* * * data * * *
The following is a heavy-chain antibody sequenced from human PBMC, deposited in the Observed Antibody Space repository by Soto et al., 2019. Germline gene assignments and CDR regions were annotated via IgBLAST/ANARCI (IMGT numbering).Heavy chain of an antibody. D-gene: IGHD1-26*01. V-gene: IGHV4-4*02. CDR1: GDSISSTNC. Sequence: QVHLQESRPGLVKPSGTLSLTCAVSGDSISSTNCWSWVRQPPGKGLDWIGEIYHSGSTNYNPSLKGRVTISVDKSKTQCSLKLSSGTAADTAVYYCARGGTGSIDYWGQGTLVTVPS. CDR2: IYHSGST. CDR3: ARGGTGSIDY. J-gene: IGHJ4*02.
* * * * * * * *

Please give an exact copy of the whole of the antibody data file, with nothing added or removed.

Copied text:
The following is a heavy-chain antibody sequenced from human PBMC, deposited in the Observed Antibody Space repository by Soto et al., 2019. Germline gene assignments and CDR regions were annotated via IgBLAST/ANARCI (IMGT numbering).Heavy chain of an antibody. D-gene: IGHD1-26*01. V-gene: IGHV4-4*02. CDR1: GDSISSTNC. Sequence: QVHLQESRPGLVKPSGTLSLTCAVSGDSISSTNCWSWVRQPPGKGLDWIGEIYHSGSTNYNPSLKGRVTISVDKSKTQCSLKLSSGTAADTAVYYCARGGTGSIDYWGQGTLVTVPS. CDR2: IYHSGST. CDR3: ARGGTGSIDY. J-gene: IGHJ4*02.